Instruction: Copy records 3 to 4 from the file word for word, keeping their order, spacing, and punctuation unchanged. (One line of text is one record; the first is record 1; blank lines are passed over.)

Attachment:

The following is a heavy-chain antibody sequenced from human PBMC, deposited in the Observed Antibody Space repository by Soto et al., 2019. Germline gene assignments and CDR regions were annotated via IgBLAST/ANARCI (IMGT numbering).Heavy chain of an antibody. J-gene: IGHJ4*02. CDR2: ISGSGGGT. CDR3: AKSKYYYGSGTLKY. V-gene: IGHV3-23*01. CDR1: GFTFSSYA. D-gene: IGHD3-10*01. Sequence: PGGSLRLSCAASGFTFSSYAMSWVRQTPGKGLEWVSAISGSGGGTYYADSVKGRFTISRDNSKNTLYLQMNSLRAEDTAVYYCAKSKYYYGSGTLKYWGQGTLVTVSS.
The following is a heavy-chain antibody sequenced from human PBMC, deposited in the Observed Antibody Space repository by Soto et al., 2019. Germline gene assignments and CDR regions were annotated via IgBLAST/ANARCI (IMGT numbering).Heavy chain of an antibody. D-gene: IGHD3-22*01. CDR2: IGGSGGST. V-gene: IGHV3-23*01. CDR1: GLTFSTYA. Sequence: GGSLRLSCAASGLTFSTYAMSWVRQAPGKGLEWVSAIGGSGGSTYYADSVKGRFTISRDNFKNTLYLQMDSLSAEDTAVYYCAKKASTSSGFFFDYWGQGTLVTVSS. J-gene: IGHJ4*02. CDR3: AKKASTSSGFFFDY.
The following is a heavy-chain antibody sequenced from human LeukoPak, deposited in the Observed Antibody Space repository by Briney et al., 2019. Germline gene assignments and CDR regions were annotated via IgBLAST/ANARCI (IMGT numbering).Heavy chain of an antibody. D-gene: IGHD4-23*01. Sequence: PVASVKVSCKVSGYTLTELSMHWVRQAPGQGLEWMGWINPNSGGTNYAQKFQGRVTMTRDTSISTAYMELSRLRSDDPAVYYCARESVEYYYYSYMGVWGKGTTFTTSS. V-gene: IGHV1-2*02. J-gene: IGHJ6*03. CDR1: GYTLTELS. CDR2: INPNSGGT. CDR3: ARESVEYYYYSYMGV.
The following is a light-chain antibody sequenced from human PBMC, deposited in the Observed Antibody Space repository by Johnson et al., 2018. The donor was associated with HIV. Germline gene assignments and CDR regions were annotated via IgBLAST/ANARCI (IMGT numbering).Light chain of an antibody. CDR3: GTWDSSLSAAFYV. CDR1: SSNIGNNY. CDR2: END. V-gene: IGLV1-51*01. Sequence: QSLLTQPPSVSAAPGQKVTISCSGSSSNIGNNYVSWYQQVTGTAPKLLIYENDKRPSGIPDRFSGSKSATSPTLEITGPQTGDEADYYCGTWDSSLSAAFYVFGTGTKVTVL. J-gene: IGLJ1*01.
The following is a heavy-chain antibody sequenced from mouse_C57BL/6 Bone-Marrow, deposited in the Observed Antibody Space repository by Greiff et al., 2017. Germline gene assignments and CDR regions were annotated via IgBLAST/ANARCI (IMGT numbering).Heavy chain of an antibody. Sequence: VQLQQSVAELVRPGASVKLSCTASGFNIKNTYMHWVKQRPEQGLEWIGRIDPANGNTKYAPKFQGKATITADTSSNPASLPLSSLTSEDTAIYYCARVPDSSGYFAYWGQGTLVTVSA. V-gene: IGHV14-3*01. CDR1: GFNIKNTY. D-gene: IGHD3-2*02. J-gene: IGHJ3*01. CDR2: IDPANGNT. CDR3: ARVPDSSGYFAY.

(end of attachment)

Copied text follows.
The following is a heavy-chain antibody sequenced from human LeukoPak, deposited in the Observed Antibody Space repository by Briney et al., 2019. Germline gene assignments and CDR regions were annotated via IgBLAST/ANARCI (IMGT numbering).Heavy chain of an antibody. D-gene: IGHD4-23*01. Sequence: PVASVKVSCKVSGYTLTELSMHWVRQAPGQGLEWMGWINPNSGGTNYAQKFQGRVTMTRDTSISTAYMELSRLRSDDPAVYYCARESVEYYYYSYMGVWGKGTTFTTSS. V-gene: IGHV1-2*02. J-gene: IGHJ6*03. CDR1: GYTLTELS. CDR2: INPNSGGT. CDR3: ARESVEYYYYSYMGV.
The following is a light-chain antibody sequenced from human PBMC, deposited in the Observed Antibody Space repository by Johnson et al., 2018. The donor was associated with HIV. Germline gene assignments and CDR regions were annotated via IgBLAST/ANARCI (IMGT numbering).Light chain of an antibody. CDR3: GTWDSSLSAAFYV. CDR1: SSNIGNNY. CDR2: END. V-gene: IGLV1-51*01. Sequence: QSLLTQPPSVSAAPGQKVTISCSGSSSNIGNNYVSWYQQVTGTAPKLLIYENDKRPSGIPDRFSGSKSATSPTLEITGPQTGDEADYYCGTWDSSLSAAFYVFGTGTKVTVL. J-gene: IGLJ1*01.